Goan designer Verma D’Mello, known for bridal collections, surprised everyone in 2019 by showcasing indigenous Kunbi and Gauda tribal wear at Cannes. She earned acclaim and the “best red-carpet designer” award. The Kunbi saree, once fading into obscurity, made a comeback. Previously, it was worn mainly by Goa’s Kunbi and Gauda tribes. However, as modernity spread, it became a symbol of caste and identity, discouraging youth.
Now, the Kunbi saree is back in the limelight, adorning fashion ramps and ceremonial events. The Goa government supports its resurgence by establishing handloom training centers. However, challenges remain, such as the labor-intensive process, natural dye requirements, and competition from power looms.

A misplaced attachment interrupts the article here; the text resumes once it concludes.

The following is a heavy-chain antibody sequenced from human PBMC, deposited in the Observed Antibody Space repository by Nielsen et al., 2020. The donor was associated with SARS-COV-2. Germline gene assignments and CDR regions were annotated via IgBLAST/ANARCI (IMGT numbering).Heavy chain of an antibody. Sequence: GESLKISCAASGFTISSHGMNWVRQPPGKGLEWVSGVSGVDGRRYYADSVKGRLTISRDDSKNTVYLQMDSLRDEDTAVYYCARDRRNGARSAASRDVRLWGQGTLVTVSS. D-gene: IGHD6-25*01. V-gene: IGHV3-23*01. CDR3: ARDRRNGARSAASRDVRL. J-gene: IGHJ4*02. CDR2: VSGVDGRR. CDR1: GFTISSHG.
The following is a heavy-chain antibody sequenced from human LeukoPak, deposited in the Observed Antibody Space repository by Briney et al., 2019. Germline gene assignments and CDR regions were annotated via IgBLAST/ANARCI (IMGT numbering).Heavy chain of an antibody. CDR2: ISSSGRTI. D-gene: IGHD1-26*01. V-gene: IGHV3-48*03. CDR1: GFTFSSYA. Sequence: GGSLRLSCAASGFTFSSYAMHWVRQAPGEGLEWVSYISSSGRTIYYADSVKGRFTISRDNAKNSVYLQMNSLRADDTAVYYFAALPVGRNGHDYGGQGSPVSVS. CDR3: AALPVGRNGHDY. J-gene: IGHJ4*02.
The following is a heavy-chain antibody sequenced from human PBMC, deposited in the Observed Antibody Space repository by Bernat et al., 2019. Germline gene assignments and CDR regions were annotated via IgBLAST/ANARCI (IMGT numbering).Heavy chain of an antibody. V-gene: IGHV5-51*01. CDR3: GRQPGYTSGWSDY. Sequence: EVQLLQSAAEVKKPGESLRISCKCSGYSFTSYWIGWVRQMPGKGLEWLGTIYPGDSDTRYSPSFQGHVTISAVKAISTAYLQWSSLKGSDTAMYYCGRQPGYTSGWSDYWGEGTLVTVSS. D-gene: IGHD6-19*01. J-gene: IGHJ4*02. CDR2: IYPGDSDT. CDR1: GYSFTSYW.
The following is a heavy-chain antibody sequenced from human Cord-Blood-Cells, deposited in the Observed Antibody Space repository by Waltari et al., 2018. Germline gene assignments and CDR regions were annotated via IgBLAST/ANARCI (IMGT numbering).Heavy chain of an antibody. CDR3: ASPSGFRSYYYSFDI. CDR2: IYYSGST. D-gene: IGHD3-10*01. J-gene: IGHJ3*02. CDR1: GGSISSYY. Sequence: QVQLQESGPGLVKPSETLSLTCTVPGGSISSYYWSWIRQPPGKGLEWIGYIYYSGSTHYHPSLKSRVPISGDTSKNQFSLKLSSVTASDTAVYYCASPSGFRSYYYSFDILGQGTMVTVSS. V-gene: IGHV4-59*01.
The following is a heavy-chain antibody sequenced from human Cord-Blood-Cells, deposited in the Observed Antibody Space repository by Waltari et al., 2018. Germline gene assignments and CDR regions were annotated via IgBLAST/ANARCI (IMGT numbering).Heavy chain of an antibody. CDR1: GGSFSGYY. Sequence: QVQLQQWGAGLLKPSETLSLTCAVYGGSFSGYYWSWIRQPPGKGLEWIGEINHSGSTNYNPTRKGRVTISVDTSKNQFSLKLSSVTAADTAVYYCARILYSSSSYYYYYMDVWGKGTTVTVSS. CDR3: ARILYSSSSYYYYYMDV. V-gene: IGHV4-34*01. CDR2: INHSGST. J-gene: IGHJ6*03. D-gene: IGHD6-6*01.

Critics argue that the saree’s transformation into designer clothing risks disconnecting it from its working-class roots. It’s vital to ensure that the community benefits from the revival and retains control over its future. A cooperative approach, with women involved in making and wearing the saree, could modernize designs and ensure autonomy.
The newfound recognition is already influencing change in villages, with even tribal sarpanches embracing the Kunbi saree once more. As the saree gains momentum, its journey continues at the October San Francisco Fashion Week, affirming its place in both Goan heritage and contemporary fashion.
Re-reported from the article originally published in Hindustan Times